Did you know that we can measure precipitation in a direct way only with a rain gauge?Even though most of the images you see in TV weather forecast are generated from radars or satellites, what they measure are actually proxy variables like radar reflectivity or cloud-top brightness. As a result, only-remote-sensing-derived precipitation estimates include inherent large errors, so the estimates have to be evaluated and/or corrected by gauge-derived measurements.
Then, why aren’t we satisfied with rain gauges? Why are we spending lots of efforts to pursue the proxy precipitation data? The first problem is that we can’t just cover the entire Earth with gauges; it is hardly possible to install enough gauges, for example, in mountainous regions or over ocean surfaces. Meanwhile, more concerns about climate change require weather data on a global scale. Relying on only gauge data entails a spatial resolution problem, or “uncertainty”, since a gauge can represent a point precipitation, as opposed to radar/satellite which can represent areal precipitation.
Did you know that?
If all of the rain gauges throughout the world were put together, they would only cover the area of two basketball courts. Source: NASA PMM.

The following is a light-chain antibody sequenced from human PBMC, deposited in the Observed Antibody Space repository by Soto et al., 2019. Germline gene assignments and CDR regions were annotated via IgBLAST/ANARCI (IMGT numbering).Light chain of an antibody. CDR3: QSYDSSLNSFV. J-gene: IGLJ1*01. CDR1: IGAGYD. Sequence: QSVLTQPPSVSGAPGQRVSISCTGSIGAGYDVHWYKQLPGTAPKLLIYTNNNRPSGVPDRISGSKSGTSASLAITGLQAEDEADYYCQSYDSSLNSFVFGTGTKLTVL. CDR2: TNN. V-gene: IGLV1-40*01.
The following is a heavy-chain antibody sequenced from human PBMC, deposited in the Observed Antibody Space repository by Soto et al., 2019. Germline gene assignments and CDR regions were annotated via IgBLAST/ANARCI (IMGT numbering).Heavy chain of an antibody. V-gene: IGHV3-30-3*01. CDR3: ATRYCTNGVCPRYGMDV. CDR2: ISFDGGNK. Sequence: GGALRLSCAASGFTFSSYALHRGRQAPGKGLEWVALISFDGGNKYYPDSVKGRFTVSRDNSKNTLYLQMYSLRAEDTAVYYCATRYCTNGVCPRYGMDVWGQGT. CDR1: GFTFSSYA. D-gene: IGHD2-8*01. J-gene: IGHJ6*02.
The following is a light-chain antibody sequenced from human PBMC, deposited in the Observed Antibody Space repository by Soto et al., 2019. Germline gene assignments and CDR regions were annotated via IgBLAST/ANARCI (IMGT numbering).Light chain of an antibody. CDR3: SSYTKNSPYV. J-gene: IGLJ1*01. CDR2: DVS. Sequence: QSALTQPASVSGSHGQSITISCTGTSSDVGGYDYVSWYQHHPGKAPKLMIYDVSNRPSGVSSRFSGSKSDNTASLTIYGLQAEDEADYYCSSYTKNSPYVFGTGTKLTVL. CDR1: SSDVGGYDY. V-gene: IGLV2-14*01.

Another problem is that there are so many factors which contribute to “errors” in the gauge measurements. Owing to wind-induced error, for example, precipitation is generally underestimated since a gauge fails to catch wind-blown (light intensity) rain and snow. In other cases, high intensity rainfall can overflow from a gauge which, likewise, leads to underestimated measurements.
Nevertheless, almost every country operates rain gauges for weather forecast and research purposes. How come? First, as mentioned before, rain gauges can measure precipitation directly on the ground. Second, gauges are cheap, easy to manage and super easy to use; just put a bucket in your backyard and read a number!
Besides, rain gauges have a longest record history among other rain observation systems, which is important when it comes to climate research. Whilst the first tipping-bucket gauge (most common gauge type for national weather stations) was invented in 1662 in Britain, satellite observation does not extend back beyond 1974 .
Did you know that?
Even earlier gauge measurements were recorded by a Korean rain gauge, Cheugugi (측우기) in 1441. However, the gauge data are not reliable since they were used for rice taxation and therefore often manipulated.
Have you thought about having rain gauges as many as possible to overcome its shortcomings? There have been attempts to form a special network of gauges, such as ‘WegenerNet‘ in south-eastern Austria (let me know if you know any other high density weather networks for precipitation measurements!). The WegenerNet has 153 weather stations, of which 150 have a tipping-bucket gauge, in an area of 15 x 20 km; there are only two Austrian national stations (ZAMG) in the same area. Such a dense network is expected to provide more accurate data (at least for the covered area), especially in terms of uncertainty, which can be used for regional precipitation studies but also for radar/satellite estimates evaluation as a ground ‘true’ reference.